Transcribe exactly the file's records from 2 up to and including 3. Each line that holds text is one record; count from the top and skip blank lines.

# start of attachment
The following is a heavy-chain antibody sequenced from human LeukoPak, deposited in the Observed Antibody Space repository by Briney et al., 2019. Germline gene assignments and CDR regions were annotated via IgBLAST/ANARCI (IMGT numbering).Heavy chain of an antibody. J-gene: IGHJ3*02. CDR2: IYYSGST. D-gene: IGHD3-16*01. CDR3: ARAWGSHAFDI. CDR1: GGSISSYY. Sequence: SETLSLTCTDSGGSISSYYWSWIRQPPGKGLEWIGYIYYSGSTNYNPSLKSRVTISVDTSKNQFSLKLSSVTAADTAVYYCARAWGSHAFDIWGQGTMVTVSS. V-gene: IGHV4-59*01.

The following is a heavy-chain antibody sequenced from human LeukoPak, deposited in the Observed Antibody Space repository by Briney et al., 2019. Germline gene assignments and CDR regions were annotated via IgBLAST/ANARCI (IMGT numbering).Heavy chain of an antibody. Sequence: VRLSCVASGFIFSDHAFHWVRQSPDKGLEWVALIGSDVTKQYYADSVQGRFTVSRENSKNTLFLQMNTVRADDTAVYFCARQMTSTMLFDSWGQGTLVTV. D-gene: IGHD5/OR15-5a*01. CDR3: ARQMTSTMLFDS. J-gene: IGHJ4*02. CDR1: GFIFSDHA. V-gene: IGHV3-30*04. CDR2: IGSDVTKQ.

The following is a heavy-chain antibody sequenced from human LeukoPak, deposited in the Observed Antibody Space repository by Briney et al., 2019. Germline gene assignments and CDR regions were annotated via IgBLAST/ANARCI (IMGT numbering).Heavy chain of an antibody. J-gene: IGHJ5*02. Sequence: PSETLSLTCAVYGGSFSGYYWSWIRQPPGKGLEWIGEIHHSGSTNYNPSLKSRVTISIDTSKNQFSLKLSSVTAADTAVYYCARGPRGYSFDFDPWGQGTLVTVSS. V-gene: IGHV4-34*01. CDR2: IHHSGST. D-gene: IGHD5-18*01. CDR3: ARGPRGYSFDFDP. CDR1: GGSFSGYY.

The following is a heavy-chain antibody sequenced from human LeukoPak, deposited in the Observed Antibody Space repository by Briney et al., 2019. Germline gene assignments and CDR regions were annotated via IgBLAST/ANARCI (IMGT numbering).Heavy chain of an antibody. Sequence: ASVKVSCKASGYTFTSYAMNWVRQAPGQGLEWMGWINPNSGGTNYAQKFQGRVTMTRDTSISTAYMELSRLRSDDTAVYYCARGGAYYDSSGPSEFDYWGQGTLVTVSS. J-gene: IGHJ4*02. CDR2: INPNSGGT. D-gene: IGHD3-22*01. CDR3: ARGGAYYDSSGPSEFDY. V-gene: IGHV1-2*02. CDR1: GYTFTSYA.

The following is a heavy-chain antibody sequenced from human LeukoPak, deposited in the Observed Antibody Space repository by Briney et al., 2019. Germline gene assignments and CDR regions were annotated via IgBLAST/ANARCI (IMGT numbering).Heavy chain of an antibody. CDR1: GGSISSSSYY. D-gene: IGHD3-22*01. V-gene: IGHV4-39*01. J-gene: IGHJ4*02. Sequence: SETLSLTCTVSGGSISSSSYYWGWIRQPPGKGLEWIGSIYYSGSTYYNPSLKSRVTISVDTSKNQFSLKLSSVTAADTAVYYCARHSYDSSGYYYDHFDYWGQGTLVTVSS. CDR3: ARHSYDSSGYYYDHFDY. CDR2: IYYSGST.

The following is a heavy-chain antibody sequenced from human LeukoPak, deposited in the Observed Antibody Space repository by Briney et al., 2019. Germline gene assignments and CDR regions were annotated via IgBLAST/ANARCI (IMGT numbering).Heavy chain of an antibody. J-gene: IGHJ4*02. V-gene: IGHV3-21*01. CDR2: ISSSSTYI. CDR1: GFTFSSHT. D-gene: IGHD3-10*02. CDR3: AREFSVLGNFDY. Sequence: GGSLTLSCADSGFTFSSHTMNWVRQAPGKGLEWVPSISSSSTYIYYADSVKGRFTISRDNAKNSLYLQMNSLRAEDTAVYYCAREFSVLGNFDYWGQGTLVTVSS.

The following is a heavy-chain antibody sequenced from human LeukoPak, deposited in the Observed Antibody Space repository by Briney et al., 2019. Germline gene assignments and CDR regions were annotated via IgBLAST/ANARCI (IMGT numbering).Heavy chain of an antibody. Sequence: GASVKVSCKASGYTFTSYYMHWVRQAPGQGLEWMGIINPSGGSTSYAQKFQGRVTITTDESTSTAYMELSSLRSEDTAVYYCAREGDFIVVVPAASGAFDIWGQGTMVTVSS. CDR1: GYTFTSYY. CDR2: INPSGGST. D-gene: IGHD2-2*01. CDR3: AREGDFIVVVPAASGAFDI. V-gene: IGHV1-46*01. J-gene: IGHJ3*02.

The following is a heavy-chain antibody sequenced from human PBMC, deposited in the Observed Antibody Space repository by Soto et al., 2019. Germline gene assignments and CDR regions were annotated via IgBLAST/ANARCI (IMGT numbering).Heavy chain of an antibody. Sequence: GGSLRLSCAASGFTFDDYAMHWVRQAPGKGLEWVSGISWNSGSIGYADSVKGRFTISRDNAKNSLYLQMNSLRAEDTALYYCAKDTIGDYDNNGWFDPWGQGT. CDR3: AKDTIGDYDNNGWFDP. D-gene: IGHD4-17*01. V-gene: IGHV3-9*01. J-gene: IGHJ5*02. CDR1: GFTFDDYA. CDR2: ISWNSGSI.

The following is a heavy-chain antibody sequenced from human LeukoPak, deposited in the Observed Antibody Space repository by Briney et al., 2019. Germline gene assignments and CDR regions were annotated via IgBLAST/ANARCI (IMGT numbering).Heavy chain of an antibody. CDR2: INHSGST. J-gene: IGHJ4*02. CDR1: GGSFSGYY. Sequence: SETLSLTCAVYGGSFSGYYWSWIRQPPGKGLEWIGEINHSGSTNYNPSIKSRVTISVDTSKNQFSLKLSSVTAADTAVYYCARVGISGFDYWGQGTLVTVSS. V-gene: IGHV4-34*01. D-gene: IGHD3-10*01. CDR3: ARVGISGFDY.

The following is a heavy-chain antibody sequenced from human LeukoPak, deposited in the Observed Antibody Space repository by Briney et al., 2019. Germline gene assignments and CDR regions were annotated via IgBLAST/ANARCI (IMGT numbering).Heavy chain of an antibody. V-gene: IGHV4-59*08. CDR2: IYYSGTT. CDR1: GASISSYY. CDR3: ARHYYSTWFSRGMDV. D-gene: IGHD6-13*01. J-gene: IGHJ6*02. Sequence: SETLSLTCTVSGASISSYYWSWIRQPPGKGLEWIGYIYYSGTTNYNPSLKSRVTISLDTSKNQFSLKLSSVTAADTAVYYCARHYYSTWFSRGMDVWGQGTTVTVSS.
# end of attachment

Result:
The following is a heavy-chain antibody sequenced from human LeukoPak, deposited in the Observed Antibody Space repository by Briney et al., 2019. Germline gene assignments and CDR regions were annotated via IgBLAST/ANARCI (IMGT numbering).Heavy chain of an antibody. Sequence: VRLSCVASGFIFSDHAFHWVRQSPDKGLEWVALIGSDVTKQYYADSVQGRFTVSRENSKNTLFLQMNTVRADDTAVYFCARQMTSTMLFDSWGQGTLVTV. D-gene: IGHD5/OR15-5a*01. CDR3: ARQMTSTMLFDS. J-gene: IGHJ4*02. CDR1: GFIFSDHA. V-gene: IGHV3-30*04. CDR2: IGSDVTKQ.

The following is a heavy-chain antibody sequenced from human LeukoPak, deposited in the Observed Antibody Space repository by Briney et al., 2019. Germline gene assignments and CDR regions were annotated via IgBLAST/ANARCI (IMGT numbering).Heavy chain of an antibody. J-gene: IGHJ5*02. Sequence: PSETLSLTCAVYGGSFSGYYWSWIRQPPGKGLEWIGEIHHSGSTNYNPSLKSRVTISIDTSKNQFSLKLSSVTAADTAVYYCARGPRGYSFDFDPWGQGTLVTVSS. V-gene: IGHV4-34*01. CDR2: IHHSGST. D-gene: IGHD5-18*01. CDR3: ARGPRGYSFDFDP. CDR1: GGSFSGYY.